In the first episode of American Horror Story: Cult, an old villain made a reappearance. "Election Night" revisited a scenario familiar to anyone who knows their horror movie tropes: an amorous young couple on a picnic whose good time is interrupted by unexpected danger. While the couple joked about the urban legend of Twisty the Clown, the murderer who haunted half of Freak Show, Twisty himself showed up. However, it was quickly revealed that the slasher scene wasn't real life; it was a panel in a comic book. But how did Twisty the Clown become a comic book on AHS: Cult? Even when just drawn on a page, he still proves to be just as terrifying as ever.
The premiere episode didn't delve into the history of the Twisty comics, unfortunately, and no author's name was visible on the cover of Twisty the Clown Chronicles. The comic showed up a few times in the room of Ally and Ivy's son Ozzy, where it functioned more as a callback and terrifying omen of things to come than an in-depth look at what Twisty's been up to since Season 4. But there could actually be a very simple explanation for how Twisty made the jump from real life horror to illustrated killer.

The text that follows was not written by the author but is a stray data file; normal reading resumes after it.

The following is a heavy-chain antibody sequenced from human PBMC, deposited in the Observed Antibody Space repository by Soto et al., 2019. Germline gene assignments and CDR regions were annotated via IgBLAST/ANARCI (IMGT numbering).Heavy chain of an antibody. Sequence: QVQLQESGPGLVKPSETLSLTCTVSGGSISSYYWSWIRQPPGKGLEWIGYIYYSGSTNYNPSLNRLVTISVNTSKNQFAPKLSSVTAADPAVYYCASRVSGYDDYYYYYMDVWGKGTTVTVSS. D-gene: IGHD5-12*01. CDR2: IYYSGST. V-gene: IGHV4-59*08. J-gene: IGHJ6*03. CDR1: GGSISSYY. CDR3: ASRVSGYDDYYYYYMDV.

Despite all the bloodshed on AHS: Freak Show, there were actually many survivors at the end of the season who could have shared the story of Twisty's misdeeds. Jimmy Darling, Desiree Dupree, Dot and Bette Tattler, and even Elsa Mars all lived through Twisty's brief reign of terror in Jupiter, Florida. While none of them showed any indication that they might go into the comic book business, they could have spoken about what happened. That could have contributed to the rise of Twisty as an urban legend.
Urban legends are so ubiquitous that they can take on a life of their own. Few know the origin stories of the creepy tales they've heard over and over again, but they all started somewhere. Twisty's story began in Florida in the 1950s, but it could have become infamous over time like any unusual serial killer until someone unconnected to the actual events decided to dramatize it in fiction. The idea of a killer clown is nothing new, after all, and Twisty already draws on pre-existing fears. He could have provided someone with inspiration without them actually having witnessed his murder spree.
That fits in with the idea of AHS: Cult, too. This season is all about how fear takes root and grows until it's out of control — just like an urban legend may end up in a very different place from where it started.